The Ministry of Management
When I was growing up in the 1940s and 50s, most churches and other ministries were small and not very complex. Much of the work was done by volunteers, and the word “management” was generally considered a business term and not commonly used in ministry settings. We have come a long way since then, and as churches and other ministries have become larger and more complex, the need for good management of these organizations has increased.
While there are many definitions of management, it basically is a combination of activities. Simply stated, management is “the art of getting things done through people and with people.” Just as in businesses, this can include planning, hiring and supervising people, handling finances, overseeing facilities, ensuring legal compliance, technology issues, etc. In ministry-type organizations, this can also include coordination of programs, raising funds, and carrying out ministry activities.
While the word “management” does not appear in Scripture, the functions of management are part of the activities of the gift of administration or governing mentioned in Romans 12 and I Corinthians 12. In smaller ministries, management functions are often carried out by the leader along with the leadership functions while in larger ministries it is usually more effective for the duties to be split between two or more people, each focusing on what they do best.
There are currently over 350,000 churches in America and roughly 100,000 parachurch organizations. To operate most effectively, each one needs people who understand management and desire to use their skills to serve God in this manner, either as an employee, board or committee member, consultant, or volunteer.
Growing up in a strong evangelical church, I heard many invitations at revival services, missionary conferences, and youth meetings for people to come forward and dedicate their lives for missionary service, the pastorate, or youth ministry. Never once, however, did I hear an invitation to come forward and dedicate yourself to serve the Lord as a manager or an accountant. As a result, people with the gift of administration generally went into business or other areas and were often considered “second-class Christians.”
Following some major scandals involving religious organizations in the 1970s, however, the issue of good management of Christian organizations became a major concern. In 1976, a group of Christians gathered to form what would become the Christian Management Association (now the Christian Leadership Alliance (CLA)), and in 1979 the Evangelical Council for Financial Accountability (ECFA) was formed to ward off increased government regulation of nonprofits. During this time, a number of books on the leadership and management of ministries were written, including several by Dr. Ted Enstrom, long-time Executive Vice President of World Vision and early pioneer on this subject. Today, his books still provide helpful reading on this topic.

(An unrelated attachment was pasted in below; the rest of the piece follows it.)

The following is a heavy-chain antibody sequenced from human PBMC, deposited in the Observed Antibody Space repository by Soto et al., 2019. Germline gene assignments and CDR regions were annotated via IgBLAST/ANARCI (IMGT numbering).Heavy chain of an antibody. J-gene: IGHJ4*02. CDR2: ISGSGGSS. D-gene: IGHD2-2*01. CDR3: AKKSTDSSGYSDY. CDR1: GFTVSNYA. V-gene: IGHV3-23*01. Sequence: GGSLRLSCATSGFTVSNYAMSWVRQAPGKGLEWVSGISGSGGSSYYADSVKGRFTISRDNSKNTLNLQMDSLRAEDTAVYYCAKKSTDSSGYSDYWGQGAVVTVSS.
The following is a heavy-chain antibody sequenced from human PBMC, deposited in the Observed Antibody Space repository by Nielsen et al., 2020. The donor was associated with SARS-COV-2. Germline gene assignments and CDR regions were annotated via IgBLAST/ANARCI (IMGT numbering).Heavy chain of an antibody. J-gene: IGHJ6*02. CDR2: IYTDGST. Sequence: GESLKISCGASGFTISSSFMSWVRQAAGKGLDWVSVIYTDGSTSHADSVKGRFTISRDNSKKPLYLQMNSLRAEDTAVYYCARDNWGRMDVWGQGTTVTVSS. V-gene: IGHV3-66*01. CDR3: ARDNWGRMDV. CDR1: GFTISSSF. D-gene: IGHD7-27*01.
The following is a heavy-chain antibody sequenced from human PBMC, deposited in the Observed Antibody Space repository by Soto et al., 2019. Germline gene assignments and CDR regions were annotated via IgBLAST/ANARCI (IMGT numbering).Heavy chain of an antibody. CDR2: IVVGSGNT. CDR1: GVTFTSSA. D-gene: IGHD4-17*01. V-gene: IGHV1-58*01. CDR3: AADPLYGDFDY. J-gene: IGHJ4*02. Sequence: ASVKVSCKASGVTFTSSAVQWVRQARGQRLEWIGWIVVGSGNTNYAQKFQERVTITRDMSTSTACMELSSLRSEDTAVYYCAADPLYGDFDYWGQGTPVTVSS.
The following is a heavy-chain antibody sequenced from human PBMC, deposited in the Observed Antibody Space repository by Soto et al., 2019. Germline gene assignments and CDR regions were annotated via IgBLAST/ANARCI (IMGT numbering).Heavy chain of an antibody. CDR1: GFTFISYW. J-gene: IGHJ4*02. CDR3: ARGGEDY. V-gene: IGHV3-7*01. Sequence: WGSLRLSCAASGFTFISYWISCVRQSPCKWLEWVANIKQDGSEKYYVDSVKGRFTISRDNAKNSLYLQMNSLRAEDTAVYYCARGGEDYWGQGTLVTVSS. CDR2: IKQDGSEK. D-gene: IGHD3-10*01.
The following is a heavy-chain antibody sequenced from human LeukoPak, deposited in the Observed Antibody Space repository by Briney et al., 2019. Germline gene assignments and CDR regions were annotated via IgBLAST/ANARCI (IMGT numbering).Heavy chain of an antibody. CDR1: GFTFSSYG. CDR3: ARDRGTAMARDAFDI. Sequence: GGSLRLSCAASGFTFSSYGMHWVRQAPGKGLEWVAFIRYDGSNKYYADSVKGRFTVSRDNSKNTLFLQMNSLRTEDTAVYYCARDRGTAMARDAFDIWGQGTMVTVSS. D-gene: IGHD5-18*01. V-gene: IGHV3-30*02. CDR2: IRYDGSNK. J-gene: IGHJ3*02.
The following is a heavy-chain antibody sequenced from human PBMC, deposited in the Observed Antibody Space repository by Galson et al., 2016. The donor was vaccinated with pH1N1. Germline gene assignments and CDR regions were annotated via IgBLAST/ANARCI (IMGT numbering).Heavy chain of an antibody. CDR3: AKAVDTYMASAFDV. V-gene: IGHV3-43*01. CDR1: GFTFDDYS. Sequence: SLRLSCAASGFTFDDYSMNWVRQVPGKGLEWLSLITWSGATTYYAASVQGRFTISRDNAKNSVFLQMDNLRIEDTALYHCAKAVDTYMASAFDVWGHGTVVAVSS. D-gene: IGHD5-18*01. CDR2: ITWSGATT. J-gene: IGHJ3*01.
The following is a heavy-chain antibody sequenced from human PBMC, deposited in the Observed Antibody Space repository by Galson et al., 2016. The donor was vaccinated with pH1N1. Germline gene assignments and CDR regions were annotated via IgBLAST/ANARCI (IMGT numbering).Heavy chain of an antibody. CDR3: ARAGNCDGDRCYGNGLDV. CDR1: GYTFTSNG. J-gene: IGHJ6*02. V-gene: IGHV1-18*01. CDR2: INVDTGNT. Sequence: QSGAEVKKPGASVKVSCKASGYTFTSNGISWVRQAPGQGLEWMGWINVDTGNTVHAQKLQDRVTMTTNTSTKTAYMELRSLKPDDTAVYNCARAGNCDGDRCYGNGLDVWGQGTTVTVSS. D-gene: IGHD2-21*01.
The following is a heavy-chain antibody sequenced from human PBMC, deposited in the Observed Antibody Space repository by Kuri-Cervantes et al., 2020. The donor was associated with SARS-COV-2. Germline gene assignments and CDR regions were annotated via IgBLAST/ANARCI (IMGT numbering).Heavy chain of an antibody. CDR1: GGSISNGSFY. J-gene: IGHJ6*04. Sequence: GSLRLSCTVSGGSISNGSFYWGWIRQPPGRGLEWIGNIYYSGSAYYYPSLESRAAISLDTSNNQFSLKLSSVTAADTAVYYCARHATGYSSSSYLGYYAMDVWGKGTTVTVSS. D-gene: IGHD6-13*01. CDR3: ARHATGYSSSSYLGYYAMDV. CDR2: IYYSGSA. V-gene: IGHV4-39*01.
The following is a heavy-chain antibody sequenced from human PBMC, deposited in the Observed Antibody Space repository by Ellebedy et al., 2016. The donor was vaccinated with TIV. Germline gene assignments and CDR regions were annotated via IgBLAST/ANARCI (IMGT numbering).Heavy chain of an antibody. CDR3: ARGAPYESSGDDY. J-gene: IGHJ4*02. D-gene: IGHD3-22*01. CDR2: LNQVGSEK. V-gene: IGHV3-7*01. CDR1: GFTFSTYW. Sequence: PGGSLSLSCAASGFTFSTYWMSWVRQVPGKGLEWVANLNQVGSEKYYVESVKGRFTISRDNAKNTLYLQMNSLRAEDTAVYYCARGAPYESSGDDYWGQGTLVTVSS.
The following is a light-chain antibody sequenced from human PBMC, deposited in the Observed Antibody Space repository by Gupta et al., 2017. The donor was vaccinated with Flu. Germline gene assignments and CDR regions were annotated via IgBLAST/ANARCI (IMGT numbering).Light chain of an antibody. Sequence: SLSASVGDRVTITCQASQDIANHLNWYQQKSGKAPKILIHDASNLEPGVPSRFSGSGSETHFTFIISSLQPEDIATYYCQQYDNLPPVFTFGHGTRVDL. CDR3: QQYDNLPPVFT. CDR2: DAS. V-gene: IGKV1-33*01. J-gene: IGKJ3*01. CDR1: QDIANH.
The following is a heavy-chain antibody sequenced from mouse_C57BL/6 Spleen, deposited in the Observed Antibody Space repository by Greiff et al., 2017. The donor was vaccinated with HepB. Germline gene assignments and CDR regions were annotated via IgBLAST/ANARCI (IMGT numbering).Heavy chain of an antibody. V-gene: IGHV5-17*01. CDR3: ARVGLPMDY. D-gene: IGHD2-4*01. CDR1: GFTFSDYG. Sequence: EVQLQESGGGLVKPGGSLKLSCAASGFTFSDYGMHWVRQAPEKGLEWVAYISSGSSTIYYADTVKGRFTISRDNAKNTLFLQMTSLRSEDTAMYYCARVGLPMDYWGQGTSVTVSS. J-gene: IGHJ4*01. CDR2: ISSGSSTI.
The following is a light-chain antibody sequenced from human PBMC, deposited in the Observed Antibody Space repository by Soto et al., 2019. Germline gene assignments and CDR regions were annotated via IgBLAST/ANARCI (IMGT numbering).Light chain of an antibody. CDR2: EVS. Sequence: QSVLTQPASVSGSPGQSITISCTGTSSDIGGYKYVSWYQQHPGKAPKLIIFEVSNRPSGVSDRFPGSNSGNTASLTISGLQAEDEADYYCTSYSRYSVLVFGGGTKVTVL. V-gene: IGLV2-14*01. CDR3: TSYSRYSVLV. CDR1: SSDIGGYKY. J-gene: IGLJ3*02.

Americans currently give approximately $115 billion to churches and other ministries every year. Each of these organizations needs good leaders and managers to maximize their impact. The challenge is that many Christians don’t realize that they can use their management skills in ministry, and therefore don’t think of management as ministry. The reality is, however, that with so many ministries today, as people retire, change careers, and new ministries are formed, there is a continual need for people skilled in management and wanting to serve the Lord in this manner. Fortunately, today the CLA, many Christian colleges, and other groups are providing excellent training to prepare people for such a ministry and to help those already involved in ministry.
After a number of years in the business world, God led me to become the Chief Financial Officer of World Vision International. It was a wonderful blessing, and I am so thankful to have been able to serve the Lord in this manner. It was truly a highlight of my career.
As you think about your career, consider the gifts that God has given you and be open to how or where He may want to use you in the future.
About the Author
Dr. Jim Canning is a CPA by training and a former partner with Ernst & Ernst (now E & Y). After leaving public accounting, he served as Chief Financial Officer of World Vision International for 15 years.
Jim attended Biola University, where he received a BA degree in Christian Education. In addition, he holds a B.S. degree in accounting and an MBA in management from California State University, and a Ph.D. in executive management from Claremont Graduate University. For several years, he was a professor in the Crowell School of Business at Biola University.Sign up for e-news and alerts